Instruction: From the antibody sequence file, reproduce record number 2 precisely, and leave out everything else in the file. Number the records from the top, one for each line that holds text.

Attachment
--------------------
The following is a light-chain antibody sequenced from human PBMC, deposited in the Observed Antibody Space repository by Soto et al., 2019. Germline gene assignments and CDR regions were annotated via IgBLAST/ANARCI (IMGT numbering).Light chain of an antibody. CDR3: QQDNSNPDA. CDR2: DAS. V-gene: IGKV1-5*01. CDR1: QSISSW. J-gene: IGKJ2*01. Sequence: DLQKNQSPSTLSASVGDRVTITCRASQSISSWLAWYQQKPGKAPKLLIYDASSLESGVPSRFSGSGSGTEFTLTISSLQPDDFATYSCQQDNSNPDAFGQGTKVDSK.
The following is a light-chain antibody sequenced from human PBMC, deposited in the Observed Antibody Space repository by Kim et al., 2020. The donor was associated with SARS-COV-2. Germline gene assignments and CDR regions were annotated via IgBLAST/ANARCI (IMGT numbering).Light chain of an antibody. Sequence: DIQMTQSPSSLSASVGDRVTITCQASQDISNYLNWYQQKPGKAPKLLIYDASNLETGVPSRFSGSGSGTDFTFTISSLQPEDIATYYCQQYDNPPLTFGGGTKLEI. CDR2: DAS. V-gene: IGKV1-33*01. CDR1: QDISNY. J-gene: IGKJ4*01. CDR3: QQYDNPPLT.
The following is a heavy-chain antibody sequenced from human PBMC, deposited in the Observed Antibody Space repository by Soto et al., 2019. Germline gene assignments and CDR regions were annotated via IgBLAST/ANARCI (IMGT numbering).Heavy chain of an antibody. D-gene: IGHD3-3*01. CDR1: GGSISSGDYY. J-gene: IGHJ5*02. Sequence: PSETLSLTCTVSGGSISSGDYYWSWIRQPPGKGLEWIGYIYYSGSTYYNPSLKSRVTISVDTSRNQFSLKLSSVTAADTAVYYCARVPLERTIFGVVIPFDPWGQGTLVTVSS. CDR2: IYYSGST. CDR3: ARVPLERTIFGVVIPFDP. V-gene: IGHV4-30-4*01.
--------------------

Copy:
The following is a light-chain antibody sequenced from human PBMC, deposited in the Observed Antibody Space repository by Kim et al., 2020. The donor was associated with SARS-COV-2. Germline gene assignments and CDR regions were annotated via IgBLAST/ANARCI (IMGT numbering).Light chain of an antibody. Sequence: DIQMTQSPSSLSASVGDRVTITCQASQDISNYLNWYQQKPGKAPKLLIYDASNLETGVPSRFSGSGSGTDFTFTISSLQPEDIATYYCQQYDNPPLTFGGGTKLEI. CDR2: DAS. V-gene: IGKV1-33*01. CDR1: QDISNY. J-gene: IGKJ4*01. CDR3: QQYDNPPLT.